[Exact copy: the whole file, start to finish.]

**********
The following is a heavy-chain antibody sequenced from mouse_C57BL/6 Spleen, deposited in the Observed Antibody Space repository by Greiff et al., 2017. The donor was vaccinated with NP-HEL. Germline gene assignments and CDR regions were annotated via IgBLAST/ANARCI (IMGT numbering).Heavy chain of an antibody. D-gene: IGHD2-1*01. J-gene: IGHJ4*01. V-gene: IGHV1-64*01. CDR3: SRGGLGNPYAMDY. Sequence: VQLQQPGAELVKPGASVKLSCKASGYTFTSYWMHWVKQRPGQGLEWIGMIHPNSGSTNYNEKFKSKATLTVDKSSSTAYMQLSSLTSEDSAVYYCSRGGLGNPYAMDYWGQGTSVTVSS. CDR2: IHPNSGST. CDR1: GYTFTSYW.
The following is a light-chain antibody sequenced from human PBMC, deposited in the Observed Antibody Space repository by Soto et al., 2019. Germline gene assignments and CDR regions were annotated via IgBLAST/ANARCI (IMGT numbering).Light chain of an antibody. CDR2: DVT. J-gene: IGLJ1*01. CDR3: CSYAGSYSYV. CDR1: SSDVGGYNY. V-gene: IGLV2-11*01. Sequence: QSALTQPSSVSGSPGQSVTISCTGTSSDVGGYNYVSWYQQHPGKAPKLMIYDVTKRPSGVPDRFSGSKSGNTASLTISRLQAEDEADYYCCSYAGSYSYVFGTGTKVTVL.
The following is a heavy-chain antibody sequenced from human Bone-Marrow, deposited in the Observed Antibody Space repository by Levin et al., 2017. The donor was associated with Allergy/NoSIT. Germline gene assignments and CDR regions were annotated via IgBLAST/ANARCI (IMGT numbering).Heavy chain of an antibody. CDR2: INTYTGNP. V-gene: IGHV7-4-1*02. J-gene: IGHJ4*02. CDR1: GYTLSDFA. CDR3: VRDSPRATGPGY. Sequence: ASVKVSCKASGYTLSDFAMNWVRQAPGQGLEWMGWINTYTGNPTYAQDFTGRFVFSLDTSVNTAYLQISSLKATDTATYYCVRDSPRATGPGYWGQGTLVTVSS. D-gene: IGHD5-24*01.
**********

The following is a heavy-chain antibody sequenced from mouse_C57BL/6 Spleen, deposited in the Observed Antibody Space repository by Greiff et al., 2017. The donor was vaccinated with NP-HEL. Germline gene assignments and CDR regions were annotated via IgBLAST/ANARCI (IMGT numbering).Heavy chain of an antibody. D-gene: IGHD2-1*01. J-gene: IGHJ4*01. V-gene: IGHV1-64*01. CDR3: SRGGLGNPYAMDY. Sequence: VQLQQPGAELVKPGASVKLSCKASGYTFTSYWMHWVKQRPGQGLEWIGMIHPNSGSTNYNEKFKSKATLTVDKSSSTAYMQLSSLTSEDSAVYYCSRGGLGNPYAMDYWGQGTSVTVSS. CDR2: IHPNSGST. CDR1: GYTFTSYW.
The following is a light-chain antibody sequenced from human PBMC, deposited in the Observed Antibody Space repository by Soto et al., 2019. Germline gene assignments and CDR regions were annotated via IgBLAST/ANARCI (IMGT numbering).Light chain of an antibody. CDR2: DVT. J-gene: IGLJ1*01. CDR3: CSYAGSYSYV. CDR1: SSDVGGYNY. V-gene: IGLV2-11*01. Sequence: QSALTQPSSVSGSPGQSVTISCTGTSSDVGGYNYVSWYQQHPGKAPKLMIYDVTKRPSGVPDRFSGSKSGNTASLTISRLQAEDEADYYCCSYAGSYSYVFGTGTKVTVL.
The following is a heavy-chain antibody sequenced from human Bone-Marrow, deposited in the Observed Antibody Space repository by Levin et al., 2017. The donor was associated with Allergy/NoSIT. Germline gene assignments and CDR regions were annotated via IgBLAST/ANARCI (IMGT numbering).Heavy chain of an antibody. CDR2: INTYTGNP. V-gene: IGHV7-4-1*02. J-gene: IGHJ4*02. CDR1: GYTLSDFA. CDR3: VRDSPRATGPGY. Sequence: ASVKVSCKASGYTLSDFAMNWVRQAPGQGLEWMGWINTYTGNPTYAQDFTGRFVFSLDTSVNTAYLQISSLKATDTATYYCVRDSPRATGPGYWGQGTLVTVSS. D-gene: IGHD5-24*01.